A new map shows the American landscape gets pinker and pinker as we age, with women outliving men in most parts of the country.
Using data from the U.S. Census, Dadaviz’s Jishai Evers created a map that starts off more blue (for males) than pink (for females).
Statistics show the chances of being born male in the United States are slightly higher (51.2 percent) than the chances of being born female, which means that for every 1,050 boys born, 1,000 girls will be born.
The map goes pink over time because women live longer than men, according to the CIA World Factbook. American women have a life expectancy of 81.97 years while men are expected to live 77.32 years.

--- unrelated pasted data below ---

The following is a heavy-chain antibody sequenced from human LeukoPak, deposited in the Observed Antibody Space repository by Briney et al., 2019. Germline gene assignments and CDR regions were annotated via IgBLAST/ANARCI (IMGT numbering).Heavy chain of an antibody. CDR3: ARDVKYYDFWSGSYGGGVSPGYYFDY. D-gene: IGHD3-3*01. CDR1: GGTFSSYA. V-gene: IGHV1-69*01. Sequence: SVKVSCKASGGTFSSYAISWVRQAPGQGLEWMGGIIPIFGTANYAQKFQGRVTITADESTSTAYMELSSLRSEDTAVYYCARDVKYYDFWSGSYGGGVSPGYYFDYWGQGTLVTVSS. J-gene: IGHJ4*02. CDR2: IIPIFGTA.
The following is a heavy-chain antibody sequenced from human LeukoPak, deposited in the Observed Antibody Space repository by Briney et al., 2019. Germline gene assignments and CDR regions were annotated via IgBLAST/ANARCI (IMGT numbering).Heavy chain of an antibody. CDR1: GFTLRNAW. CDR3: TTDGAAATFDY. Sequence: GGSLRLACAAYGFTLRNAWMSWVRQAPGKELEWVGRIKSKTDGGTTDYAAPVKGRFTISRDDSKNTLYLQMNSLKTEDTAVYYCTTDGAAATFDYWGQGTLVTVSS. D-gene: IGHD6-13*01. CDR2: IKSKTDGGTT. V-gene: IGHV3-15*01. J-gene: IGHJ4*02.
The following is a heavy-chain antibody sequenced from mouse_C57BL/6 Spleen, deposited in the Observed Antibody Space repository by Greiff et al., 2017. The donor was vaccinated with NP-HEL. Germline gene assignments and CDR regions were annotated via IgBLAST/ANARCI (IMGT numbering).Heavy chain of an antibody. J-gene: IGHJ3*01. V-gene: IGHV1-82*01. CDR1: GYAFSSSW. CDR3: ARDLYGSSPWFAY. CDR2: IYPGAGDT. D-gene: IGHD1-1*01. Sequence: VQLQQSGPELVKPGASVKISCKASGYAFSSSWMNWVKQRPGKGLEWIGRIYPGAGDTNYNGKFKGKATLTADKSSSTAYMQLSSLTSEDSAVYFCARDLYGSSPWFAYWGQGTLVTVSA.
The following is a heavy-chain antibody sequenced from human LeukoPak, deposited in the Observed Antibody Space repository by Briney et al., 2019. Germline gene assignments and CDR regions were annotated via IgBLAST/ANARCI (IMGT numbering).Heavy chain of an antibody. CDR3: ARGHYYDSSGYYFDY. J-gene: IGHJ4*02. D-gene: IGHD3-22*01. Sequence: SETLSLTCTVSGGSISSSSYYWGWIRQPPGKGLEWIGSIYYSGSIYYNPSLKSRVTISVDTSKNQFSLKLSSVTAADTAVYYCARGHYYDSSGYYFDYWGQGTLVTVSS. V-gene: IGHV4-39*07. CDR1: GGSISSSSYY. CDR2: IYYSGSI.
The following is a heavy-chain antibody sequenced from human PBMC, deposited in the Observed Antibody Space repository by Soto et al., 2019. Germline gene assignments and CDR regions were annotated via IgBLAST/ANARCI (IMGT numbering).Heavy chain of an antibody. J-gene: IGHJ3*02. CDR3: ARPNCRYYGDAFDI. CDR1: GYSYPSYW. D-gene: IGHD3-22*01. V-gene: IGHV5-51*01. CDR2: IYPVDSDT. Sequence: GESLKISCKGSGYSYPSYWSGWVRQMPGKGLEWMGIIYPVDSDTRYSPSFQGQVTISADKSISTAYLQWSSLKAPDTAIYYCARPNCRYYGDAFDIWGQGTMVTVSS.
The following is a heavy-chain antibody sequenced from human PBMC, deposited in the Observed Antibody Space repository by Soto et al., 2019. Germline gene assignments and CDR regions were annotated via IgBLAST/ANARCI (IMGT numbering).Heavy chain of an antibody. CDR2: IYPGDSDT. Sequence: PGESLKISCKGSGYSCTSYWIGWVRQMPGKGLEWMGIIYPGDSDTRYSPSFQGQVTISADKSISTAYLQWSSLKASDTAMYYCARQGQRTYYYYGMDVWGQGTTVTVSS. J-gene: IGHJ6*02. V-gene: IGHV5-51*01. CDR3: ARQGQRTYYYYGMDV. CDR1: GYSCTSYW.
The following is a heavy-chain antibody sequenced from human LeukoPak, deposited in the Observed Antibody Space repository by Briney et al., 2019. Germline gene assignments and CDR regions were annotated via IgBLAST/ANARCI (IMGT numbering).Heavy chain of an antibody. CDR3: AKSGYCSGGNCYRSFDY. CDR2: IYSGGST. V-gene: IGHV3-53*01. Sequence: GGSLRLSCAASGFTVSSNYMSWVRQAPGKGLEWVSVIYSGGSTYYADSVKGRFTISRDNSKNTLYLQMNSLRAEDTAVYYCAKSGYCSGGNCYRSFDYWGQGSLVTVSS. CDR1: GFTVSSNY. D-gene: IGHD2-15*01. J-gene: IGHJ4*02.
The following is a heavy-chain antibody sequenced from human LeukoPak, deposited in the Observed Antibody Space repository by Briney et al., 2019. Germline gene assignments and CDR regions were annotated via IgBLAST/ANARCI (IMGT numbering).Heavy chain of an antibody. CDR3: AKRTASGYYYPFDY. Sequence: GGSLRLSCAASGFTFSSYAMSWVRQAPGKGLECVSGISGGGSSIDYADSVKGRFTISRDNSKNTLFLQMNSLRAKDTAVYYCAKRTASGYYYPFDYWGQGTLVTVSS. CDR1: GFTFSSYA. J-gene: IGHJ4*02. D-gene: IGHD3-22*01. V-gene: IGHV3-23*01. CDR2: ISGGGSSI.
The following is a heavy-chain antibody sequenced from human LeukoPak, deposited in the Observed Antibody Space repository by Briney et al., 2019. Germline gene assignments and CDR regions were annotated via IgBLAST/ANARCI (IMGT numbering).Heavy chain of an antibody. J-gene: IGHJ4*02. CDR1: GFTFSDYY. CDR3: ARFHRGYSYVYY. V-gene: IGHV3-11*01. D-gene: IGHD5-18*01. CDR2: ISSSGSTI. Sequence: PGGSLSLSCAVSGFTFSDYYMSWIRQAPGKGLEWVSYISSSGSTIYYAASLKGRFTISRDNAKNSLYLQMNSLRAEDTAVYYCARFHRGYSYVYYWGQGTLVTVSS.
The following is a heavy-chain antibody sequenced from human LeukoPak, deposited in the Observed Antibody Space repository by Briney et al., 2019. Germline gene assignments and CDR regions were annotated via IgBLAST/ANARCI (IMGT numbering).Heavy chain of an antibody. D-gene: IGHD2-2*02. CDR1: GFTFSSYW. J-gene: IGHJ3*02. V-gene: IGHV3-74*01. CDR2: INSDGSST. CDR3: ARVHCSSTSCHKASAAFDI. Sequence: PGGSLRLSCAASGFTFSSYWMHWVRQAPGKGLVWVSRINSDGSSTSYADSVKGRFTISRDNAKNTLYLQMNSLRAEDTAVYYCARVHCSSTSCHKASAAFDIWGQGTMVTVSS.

A June 2015 report in the U.S. Proceedings of the National Academy of Sciences (PNAS) suggests smoking and an increased risk of heart disease are behind the higher mortality rates among American men as they age.
Due to these higher death rates, there are more women than men in 39 states, and U.S. women outnumber men overall, making up 50.8 percent of the population, according to 2013 U.S. Census data.